Members of the 2014 Leadership Liberty class will be present at a garden dedication at the Senior Citizens Inc. Liberty County Activity Center at 11 a.m. Friday at 800 Tupelo Trail in Hinesville.
Register early at www.active.com for the Dawn of the Zombies 5K run, which starts at 8 a.m. Oct. 18 at Holbrook Outdoor Recreation Area.
An open meeting of the Natural Resources Study Committee on aquifer storage and recovery will be at 1 p.m. Monday in the Jekyll Island Convention Center.
Area schools start classes back this week and next. For both students and educators, the new year brings many challenges.
Editor, I would like to personally thank Fort Stewart EFMP, Reaching Milestones and all the wonderful military and civilian volunteers who came out to support our annual Special Olympics Spring Games. The competition would not have been successful without such tremendous support from the Hinesville and Fort Stewart community.
SAVANNAH - The Georgia Ports Authority moved more than 29 million tons of cargo, 3 million 20-foot equivalent container units (TEUs) and more than 700,000 auto and machinery units in fiscal year 2014.
Four Long County High School students participated in the Family, Career and Community Leaders of America's 70thannual national leadership conference July 6-10 in San Antonio, Texas, with three of them bringing home medals.
When Pembroke Police Chief Stacy Strickland asked his clerk to audit the department's files and find out how many unpaid fines might be floating around out there somewhere, he probably wasn't prepared for the answer he got.
SAVANNAH - The Armstrong State University Department of Art, Music & Theatre Masquers troupe opens its 2014-15 campaign with "And Then There Were None," Agatha Christie's 1943 murder-mystery play, Aug. 22-23 in Armstrong's Jenkins Hall Theater, 11935 Abercorn St. in Savannah.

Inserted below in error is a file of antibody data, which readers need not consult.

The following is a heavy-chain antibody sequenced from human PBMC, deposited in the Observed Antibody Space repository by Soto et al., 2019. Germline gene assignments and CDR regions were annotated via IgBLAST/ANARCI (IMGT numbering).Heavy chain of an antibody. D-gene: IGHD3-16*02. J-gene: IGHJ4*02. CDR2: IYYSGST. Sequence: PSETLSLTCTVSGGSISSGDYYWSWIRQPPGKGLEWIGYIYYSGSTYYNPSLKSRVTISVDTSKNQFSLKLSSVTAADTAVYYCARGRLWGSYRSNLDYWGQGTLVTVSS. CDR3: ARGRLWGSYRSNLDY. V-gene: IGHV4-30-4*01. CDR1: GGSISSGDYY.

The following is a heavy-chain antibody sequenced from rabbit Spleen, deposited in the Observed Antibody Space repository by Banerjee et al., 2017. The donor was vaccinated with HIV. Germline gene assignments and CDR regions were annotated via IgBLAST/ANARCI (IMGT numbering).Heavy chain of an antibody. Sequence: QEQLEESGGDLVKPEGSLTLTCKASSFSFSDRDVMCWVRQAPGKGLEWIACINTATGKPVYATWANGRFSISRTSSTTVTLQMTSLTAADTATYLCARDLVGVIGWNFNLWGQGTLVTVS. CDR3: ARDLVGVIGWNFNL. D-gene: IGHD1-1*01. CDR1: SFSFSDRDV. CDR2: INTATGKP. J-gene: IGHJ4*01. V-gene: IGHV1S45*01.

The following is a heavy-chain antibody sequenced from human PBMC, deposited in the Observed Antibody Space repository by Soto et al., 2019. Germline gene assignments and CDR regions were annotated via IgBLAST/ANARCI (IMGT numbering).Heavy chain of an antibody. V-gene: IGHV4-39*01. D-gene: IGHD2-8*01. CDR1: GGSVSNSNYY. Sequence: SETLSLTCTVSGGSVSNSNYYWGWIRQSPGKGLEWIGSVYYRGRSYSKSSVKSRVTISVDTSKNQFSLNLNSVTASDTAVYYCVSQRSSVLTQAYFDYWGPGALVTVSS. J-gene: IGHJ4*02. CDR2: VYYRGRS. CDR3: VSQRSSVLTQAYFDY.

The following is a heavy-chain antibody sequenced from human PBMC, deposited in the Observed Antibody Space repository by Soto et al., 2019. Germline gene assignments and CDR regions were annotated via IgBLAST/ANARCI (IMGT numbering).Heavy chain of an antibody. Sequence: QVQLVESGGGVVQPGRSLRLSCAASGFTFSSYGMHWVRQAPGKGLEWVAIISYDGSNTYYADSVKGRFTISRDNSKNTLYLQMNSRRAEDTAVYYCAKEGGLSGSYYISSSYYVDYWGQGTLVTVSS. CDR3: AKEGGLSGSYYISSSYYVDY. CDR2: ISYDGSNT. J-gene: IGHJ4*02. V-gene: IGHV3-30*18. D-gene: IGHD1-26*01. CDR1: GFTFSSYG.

Layla Rianne Baxley was born at 10:10 p.m. July 18 to Jessie Sudakow, New York, and Jason Baxley of St. Petersburg, Florida.
Morgan June Strickland was born at 6:43 p.m. July 11 to Danielle and William Strickland of Hinesville.
The Hinesville Downtown Development Authority has announced a new "Movies in the Park" series for five Friday nights beginning Aug. 8 in Bryant Commons' amphitheater, 438 Oglethorpe Highway.
The 3rd Infantry Division Band's brass quintet, woodwind quintet and jazz combo performs its monthly Rhythm of the Marne concert. The concert is free and open to the public. It will be at 7 p.m. Thursday in Fort Stewart's Marne Garden. Visitors without military ID should access Fort Stewart via Gate 1's visitor center.
The U.S. Senate race this November between Democrat Michelle Nunn and Republican David Perdue will be one of the more unusual campaigns we have witnessed in Georgia. Neither has held public office, and both are anxious to portray themselves as the ultimate "outsider."
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Finding a new job is never an easy task. That task grew even more difficult over the last half decade, when a struggling economy forced many companies to lay off workers and institute hiring freezes. As a result, unemployment numbers rose, and many out-of-work men and women found themselves searching for ways to stand out among a crowded pool of applicants.